One particular problem arises where the floor covering is for use in automotive car showrooms and other areas where flooring may come into contact with tyres or other items produced from similar materials to tyres.

When a vehicle is placed on a conventional vinyl floor covering or one coated with a factory applied urethane coating described above. A particular problem arises because chemical additives present in the rubber of the tyres, in particular certain classes of anti-oxidants, migrate from the tyre into the surface of the vinyl tile resulting in an unsightly brown stain in the area of contact. As the stain is drawn into the body of the tile, it cannot generally be removed. It may be possible to remove it with strong and harmful chemicals but these not only remove the stain but also tend to damage the surface of the flooring such that its aesthetic appeal is substantially reduced.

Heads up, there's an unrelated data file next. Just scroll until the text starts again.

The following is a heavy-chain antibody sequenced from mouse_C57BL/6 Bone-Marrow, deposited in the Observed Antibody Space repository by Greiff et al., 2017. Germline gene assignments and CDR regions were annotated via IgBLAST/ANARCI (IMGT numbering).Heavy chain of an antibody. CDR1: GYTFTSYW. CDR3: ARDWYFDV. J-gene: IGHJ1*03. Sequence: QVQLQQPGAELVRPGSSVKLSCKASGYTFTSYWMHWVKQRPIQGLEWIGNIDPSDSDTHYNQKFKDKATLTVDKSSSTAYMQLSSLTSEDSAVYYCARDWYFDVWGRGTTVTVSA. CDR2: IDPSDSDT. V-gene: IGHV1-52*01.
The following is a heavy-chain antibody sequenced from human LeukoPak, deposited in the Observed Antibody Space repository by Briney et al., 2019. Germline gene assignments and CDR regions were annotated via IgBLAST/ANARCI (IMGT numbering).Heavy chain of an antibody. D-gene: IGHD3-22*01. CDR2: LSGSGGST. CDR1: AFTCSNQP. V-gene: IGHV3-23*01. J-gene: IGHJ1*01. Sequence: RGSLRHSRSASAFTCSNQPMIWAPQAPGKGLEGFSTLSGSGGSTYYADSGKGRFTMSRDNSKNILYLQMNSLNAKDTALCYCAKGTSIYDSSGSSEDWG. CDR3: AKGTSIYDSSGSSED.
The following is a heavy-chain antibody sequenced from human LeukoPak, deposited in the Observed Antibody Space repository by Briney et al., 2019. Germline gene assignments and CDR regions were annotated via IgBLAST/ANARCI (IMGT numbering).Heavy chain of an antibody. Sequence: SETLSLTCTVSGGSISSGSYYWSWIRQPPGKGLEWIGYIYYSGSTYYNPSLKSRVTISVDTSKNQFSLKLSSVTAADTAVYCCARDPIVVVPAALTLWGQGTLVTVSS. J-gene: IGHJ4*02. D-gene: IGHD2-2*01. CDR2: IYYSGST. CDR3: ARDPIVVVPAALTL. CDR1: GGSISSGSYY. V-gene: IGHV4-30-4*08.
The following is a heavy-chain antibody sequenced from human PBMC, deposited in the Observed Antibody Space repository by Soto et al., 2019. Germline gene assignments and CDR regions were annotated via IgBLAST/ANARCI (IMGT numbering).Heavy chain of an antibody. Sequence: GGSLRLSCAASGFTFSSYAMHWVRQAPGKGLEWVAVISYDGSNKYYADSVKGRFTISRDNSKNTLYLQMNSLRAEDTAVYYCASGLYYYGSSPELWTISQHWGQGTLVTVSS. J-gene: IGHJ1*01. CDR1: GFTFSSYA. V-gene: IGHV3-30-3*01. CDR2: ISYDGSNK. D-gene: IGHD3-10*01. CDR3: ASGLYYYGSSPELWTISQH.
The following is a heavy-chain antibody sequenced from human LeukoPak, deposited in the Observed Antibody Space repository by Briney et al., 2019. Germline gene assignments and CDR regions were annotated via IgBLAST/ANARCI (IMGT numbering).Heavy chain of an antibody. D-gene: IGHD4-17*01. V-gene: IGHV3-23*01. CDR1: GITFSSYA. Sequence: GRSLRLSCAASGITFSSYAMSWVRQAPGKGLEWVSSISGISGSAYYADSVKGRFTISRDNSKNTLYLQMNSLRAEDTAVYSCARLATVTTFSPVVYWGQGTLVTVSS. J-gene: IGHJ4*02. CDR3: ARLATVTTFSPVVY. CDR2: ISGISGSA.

There is therefore a need for a floor covering, particularly a vinyl floor covering that can be used in areas where the risk of staining is high and in particular in areas where products containing additives which can migrate into the flooring material will be placed on the floor and left in prolonged contact. In particular, there is a need for a vinyl floor covering which can be used in the car showroom and similar markets. It is also desirable that the floor covering is resistant to other materials with which it may come into contact. For example, in the car showroom market, the floor covering should be able to withstand contact with oil, petrol, anti-freeze, car cleaning products etc. It is also desirable that the surface of the flooring has resistance to wear.